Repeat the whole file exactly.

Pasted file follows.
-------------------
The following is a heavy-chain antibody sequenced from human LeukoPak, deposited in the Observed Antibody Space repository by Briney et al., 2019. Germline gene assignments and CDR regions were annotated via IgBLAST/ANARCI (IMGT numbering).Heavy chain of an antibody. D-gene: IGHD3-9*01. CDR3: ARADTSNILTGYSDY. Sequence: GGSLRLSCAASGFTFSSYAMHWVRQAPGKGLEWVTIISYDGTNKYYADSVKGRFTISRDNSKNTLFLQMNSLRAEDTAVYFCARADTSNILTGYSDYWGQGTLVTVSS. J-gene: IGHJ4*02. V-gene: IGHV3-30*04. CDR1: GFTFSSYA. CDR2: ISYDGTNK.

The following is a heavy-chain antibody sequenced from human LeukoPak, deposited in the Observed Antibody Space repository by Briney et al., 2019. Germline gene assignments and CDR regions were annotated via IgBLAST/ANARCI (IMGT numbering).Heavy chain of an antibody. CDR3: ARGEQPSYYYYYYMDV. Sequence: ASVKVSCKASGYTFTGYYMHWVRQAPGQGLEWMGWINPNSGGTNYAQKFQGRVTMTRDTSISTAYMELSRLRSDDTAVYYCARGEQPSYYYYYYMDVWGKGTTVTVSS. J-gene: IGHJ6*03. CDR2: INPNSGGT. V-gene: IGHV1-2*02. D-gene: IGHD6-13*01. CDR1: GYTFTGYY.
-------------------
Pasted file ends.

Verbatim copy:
The following is a heavy-chain antibody sequenced from human LeukoPak, deposited in the Observed Antibody Space repository by Briney et al., 2019. Germline gene assignments and CDR regions were annotated via IgBLAST/ANARCI (IMGT numbering).Heavy chain of an antibody. D-gene: IGHD3-9*01. CDR3: ARADTSNILTGYSDY. Sequence: GGSLRLSCAASGFTFSSYAMHWVRQAPGKGLEWVTIISYDGTNKYYADSVKGRFTISRDNSKNTLFLQMNSLRAEDTAVYFCARADTSNILTGYSDYWGQGTLVTVSS. J-gene: IGHJ4*02. V-gene: IGHV3-30*04. CDR1: GFTFSSYA. CDR2: ISYDGTNK.

The following is a heavy-chain antibody sequenced from human LeukoPak, deposited in the Observed Antibody Space repository by Briney et al., 2019. Germline gene assignments and CDR regions were annotated via IgBLAST/ANARCI (IMGT numbering).Heavy chain of an antibody. CDR3: ARGEQPSYYYYYYMDV. Sequence: ASVKVSCKASGYTFTGYYMHWVRQAPGQGLEWMGWINPNSGGTNYAQKFQGRVTMTRDTSISTAYMELSRLRSDDTAVYYCARGEQPSYYYYYYMDVWGKGTTVTVSS. J-gene: IGHJ6*03. CDR2: INPNSGGT. V-gene: IGHV1-2*02. D-gene: IGHD6-13*01. CDR1: GYTFTGYY.